Franklin 50th Anniversary  LbNA # 37478 (ARCHIVED)

OwnerAdoptable    
Placed DateJan 10 2008
CountyNew London
LocationNorth Franklin, CT
Boxes1
Planted ByFranklin Apple    
Found By Connfederate
Last Found Sep 5 2009
StatusFFFFFFFFFFFFFFFFFaaa  
Hike Distance?

As you approach the letterbox, please enjoy the wonderful rural town of Franklin. It's history is quite interesting. As a project to learn about our town, the second graders have turned fact into poetry. After the last stanza is the directions to the box. Enjoy!

FES 50th Anniversary Letterbox
2007
Poetry of Franklin
By Grade 2 students

What do you know about Franklin?
It wasn’t always called Franklin.
West Farms was its name.
It used to be a part of Norwich.
Franklin was named after Benjamin Franklin
Because he was very famous.
Sold by Uncas and his brother Wawequa
For seventy pounds.
Seven Hills they found
In 1659, the white men said, “It is mine!”
And that’s Franklin history
Now, it’s not such a mystery.


Dr. Sweet was so neat!
1798 is his birth date
In Lebanon, Connecticut.
1874 in Franklin he died.
During the winter he would ride
Bones that belong to slaves
Dr. Sweet saved so many days.
He had 18 children! (clap, clap)
Oh my God!
I wonder if he named one Todd?
Wow! His house still stands today!
His father trained him (clap, clap)
To be a great doctor that he wanted to be.
Oh no! He did not attend college.
So from his father he got his knowledge!

Samuel Nott would preach and teach.
Born in 1754
He taught more than 200 people
Starting in 1781
His daughters taught too
He was very important
Served Franklin for 72 years
By saving people from tears
He wrote with a feather
To write a letter
At age 99 he passed away
From burns, sad to say.

Lafayette S. Foster
He was a lawyer and born in this town.
This man did really get around.
He was a really good man and in his day
he was even a founder of N.F.A. (Norwich Free Academy)
When Abraham Lincoln died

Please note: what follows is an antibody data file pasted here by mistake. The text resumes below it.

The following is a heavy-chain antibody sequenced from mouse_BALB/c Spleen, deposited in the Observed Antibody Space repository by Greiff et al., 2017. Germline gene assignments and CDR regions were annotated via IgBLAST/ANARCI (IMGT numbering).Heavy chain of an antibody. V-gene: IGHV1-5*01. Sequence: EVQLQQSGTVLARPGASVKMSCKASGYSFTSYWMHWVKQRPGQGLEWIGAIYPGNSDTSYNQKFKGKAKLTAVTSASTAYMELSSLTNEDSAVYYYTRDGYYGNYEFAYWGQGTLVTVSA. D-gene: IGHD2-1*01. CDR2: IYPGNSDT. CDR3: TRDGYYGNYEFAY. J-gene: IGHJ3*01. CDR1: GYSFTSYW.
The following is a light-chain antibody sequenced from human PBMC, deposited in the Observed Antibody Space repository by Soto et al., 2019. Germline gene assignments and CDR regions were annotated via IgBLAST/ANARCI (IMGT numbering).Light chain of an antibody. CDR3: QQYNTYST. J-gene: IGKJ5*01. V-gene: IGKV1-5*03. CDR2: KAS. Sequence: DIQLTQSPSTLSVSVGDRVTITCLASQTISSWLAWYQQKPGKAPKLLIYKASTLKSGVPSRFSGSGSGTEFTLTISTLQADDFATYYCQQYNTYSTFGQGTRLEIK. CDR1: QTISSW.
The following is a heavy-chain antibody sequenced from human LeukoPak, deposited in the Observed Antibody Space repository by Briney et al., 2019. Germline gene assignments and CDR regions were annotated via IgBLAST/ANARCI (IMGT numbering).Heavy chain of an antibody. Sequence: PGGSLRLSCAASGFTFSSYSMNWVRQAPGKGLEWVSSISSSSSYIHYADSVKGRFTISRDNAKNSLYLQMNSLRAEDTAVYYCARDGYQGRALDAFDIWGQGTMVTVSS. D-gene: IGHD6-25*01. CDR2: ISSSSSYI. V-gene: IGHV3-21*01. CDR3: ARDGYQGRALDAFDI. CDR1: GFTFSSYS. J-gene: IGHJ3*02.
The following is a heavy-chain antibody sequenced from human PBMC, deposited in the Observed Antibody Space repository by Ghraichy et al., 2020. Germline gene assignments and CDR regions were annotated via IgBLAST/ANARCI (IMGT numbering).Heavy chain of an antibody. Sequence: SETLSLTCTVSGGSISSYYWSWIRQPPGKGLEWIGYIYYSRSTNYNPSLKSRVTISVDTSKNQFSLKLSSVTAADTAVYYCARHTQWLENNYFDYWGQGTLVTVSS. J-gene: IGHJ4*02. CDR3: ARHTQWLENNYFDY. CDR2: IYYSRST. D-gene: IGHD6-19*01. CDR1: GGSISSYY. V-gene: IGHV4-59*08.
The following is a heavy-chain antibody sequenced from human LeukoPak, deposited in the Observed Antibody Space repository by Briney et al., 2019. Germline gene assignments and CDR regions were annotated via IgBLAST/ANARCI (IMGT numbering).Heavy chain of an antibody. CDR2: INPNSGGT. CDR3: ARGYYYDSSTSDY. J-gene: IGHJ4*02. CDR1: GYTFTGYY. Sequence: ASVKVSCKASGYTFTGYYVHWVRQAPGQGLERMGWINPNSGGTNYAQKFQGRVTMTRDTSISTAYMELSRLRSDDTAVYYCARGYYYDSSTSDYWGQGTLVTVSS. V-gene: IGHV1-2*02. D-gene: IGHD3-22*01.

He stood by Andrew Jackson’s side
As Vice President.
He taught at Yale
And never failed.
Served as a U.S. Senator.
He became a mayor
Of the town of Norwich.
When he died people cried
It was so sad when he died.
This was the time
1880, he was 73 years old.


John Ayer was born in England
And had six children
He was Franklin’s first permanent
Resident.
300 acres he bought
From Native Americans.
John Ayer was a well-known trapper, too.
I don’t know if he got any bears, but he probably got a deer or two.
He did own a farm,
But just a barn.
He was no fake!
But he was really scared of snakes!
So he got some hogs next to dogs
And the hogs killed the snakes
For goodness sake!

Do you know that Franklin has seven hills?
They will give you the chills!
The hills are so high,
They can touch the sky!
There is Pleasure Hill with a glorious view
Then Little Lebanon hill, now called Mason Hill
Don’t forget Hearthstone Hill with beautiful stones
Meeting House Hill shaped like a cone
Of course Great Hill with many nicknames,
Like Center and Middle Hill, it’s a shame
Blue Hill is the farthest west,
But, at its Bailey’s Ravine you can take a rest!
Lastly is Dragon’s Hole, as it was known back then,
Today, however, it is called Devil’s Den.

Ashbel Woodward settled in Franklin in 1829,
As a doctor he was just fine.
He opened a medical practice here,
Without much fear.
Ashbel was a surgeon in the Civil War
Helping people when they were injured and sore.
His home on Route 32
Was dedicated for me and you
As a museum in 2004.
Go there to learn more.

Native American Ashbow had a good life
With his Indian wife
Ashbow’s family lived in a cave.
Tatabum, his son, was brave
He used ash wood from Franklin to make his bow.
With the Mohegan tribe he did grow.
He would trade with white men and sometimes say, “No!”
He could trade for a row.


Drive to Route 207 in Franklin. The main section of 207 in Franklin has the Elementary School and park across the street. Next to the park is the Veteran's Memorial Park and cemetary. Park safely at Giddeon Park or the Memorial Cemetary. Walk toward the stone wall in the cemetary that is perpendicular to the main road. Continue walking to the last path that is perpendicular to the street. It is rocky and not paved well. To your right, you will notice a stone wall that is parallel to the street. Walk down the path to the stone wall where there is a gap in the stonework. Walk through the gap toward the open field. Face the main road, route 207. Peek into the stone wall on the left side about 3 feet from the gap. (To your left, you'll see a large frog grave marker! Cool!) Look carefully for the bag and white container. Inside you will find the letterbox and materials. For our records, please state the date you visited. We'd also like to incorporate geography skills, so add your hometown from which you've traveled. Please be careful to replace it nicely in the stone wall. We hope to have this become a cherished project. :-)